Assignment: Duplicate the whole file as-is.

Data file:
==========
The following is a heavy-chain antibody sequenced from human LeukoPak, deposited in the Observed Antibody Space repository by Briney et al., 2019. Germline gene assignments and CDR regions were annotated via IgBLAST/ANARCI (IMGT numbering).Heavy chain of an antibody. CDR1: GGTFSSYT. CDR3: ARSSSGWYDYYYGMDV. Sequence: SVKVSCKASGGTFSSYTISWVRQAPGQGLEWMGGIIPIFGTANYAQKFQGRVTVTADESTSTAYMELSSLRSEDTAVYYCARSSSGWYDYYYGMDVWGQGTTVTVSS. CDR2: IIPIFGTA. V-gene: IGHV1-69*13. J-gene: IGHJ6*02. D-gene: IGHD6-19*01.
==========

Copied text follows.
The following is a heavy-chain antibody sequenced from human LeukoPak, deposited in the Observed Antibody Space repository by Briney et al., 2019. Germline gene assignments and CDR regions were annotated via IgBLAST/ANARCI (IMGT numbering).Heavy chain of an antibody. CDR1: GGTFSSYT. CDR3: ARSSSGWYDYYYGMDV. Sequence: SVKVSCKASGGTFSSYTISWVRQAPGQGLEWMGGIIPIFGTANYAQKFQGRVTVTADESTSTAYMELSSLRSEDTAVYYCARSSSGWYDYYYGMDVWGQGTTVTVSS. CDR2: IIPIFGTA. V-gene: IGHV1-69*13. J-gene: IGHJ6*02. D-gene: IGHD6-19*01.